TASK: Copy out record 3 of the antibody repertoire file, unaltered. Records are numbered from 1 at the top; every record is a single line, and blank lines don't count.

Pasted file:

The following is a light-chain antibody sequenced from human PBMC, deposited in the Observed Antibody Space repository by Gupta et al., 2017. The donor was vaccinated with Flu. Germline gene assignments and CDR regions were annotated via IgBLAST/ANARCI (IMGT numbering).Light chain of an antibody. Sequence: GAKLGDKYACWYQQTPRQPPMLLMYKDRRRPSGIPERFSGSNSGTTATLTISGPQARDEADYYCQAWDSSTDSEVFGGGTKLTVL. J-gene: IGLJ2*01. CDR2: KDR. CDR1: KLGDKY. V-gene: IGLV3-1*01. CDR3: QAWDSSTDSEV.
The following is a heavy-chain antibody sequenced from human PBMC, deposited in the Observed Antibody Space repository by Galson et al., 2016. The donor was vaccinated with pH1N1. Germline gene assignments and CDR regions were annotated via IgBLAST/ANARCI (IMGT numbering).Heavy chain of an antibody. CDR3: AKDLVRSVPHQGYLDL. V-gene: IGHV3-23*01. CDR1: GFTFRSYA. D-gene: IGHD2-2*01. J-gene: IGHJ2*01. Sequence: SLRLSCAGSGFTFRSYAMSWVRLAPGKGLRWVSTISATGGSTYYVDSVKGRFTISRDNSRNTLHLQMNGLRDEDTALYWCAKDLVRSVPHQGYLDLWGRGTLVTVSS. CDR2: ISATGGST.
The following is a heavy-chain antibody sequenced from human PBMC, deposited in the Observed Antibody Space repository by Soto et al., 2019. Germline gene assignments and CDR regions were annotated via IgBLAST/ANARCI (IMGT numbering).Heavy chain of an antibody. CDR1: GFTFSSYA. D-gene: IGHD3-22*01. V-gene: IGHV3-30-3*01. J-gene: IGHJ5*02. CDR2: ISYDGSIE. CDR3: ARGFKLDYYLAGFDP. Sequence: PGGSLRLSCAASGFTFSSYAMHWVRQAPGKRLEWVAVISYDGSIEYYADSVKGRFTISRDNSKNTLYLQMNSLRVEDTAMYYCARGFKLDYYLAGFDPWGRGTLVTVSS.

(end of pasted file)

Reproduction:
The following is a heavy-chain antibody sequenced from human PBMC, deposited in the Observed Antibody Space repository by Soto et al., 2019. Germline gene assignments and CDR regions were annotated via IgBLAST/ANARCI (IMGT numbering).Heavy chain of an antibody. CDR1: GFTFSSYA. D-gene: IGHD3-22*01. V-gene: IGHV3-30-3*01. J-gene: IGHJ5*02. CDR2: ISYDGSIE. CDR3: ARGFKLDYYLAGFDP. Sequence: PGGSLRLSCAASGFTFSSYAMHWVRQAPGKRLEWVAVISYDGSIEYYADSVKGRFTISRDNSKNTLYLQMNSLRVEDTAMYYCARGFKLDYYLAGFDPWGRGTLVTVSS.